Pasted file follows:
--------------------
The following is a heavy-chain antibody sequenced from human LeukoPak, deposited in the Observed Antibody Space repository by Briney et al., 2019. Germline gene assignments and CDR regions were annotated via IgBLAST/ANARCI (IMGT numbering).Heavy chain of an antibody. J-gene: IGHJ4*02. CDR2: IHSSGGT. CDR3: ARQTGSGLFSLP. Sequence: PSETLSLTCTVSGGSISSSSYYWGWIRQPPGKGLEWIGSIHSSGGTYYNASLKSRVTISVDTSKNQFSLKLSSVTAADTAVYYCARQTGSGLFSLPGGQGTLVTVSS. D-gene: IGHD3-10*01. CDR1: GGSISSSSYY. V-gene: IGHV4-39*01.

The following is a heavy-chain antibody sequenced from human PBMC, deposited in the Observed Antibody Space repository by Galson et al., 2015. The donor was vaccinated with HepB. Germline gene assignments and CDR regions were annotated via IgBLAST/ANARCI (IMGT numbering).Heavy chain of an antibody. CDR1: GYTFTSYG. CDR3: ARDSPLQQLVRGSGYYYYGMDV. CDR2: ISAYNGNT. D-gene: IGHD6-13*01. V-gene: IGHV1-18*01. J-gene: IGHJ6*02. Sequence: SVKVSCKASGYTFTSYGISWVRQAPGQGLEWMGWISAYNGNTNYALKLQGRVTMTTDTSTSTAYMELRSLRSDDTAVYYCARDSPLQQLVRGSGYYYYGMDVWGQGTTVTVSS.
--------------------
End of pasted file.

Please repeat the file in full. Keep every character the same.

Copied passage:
The following is a heavy-chain antibody sequenced from human LeukoPak, deposited in the Observed Antibody Space repository by Briney et al., 2019. Germline gene assignments and CDR regions were annotated via IgBLAST/ANARCI (IMGT numbering).Heavy chain of an antibody. J-gene: IGHJ4*02. CDR2: IHSSGGT. CDR3: ARQTGSGLFSLP. Sequence: PSETLSLTCTVSGGSISSSSYYWGWIRQPPGKGLEWIGSIHSSGGTYYNASLKSRVTISVDTSKNQFSLKLSSVTAADTAVYYCARQTGSGLFSLPGGQGTLVTVSS. D-gene: IGHD3-10*01. CDR1: GGSISSSSYY. V-gene: IGHV4-39*01.

The following is a heavy-chain antibody sequenced from human PBMC, deposited in the Observed Antibody Space repository by Galson et al., 2015. The donor was vaccinated with HepB. Germline gene assignments and CDR regions were annotated via IgBLAST/ANARCI (IMGT numbering).Heavy chain of an antibody. CDR1: GYTFTSYG. CDR3: ARDSPLQQLVRGSGYYYYGMDV. CDR2: ISAYNGNT. D-gene: IGHD6-13*01. V-gene: IGHV1-18*01. J-gene: IGHJ6*02. Sequence: SVKVSCKASGYTFTSYGISWVRQAPGQGLEWMGWISAYNGNTNYALKLQGRVTMTTDTSTSTAYMELRSLRSDDTAVYYCARDSPLQQLVRGSGYYYYGMDVWGQGTTVTVSS.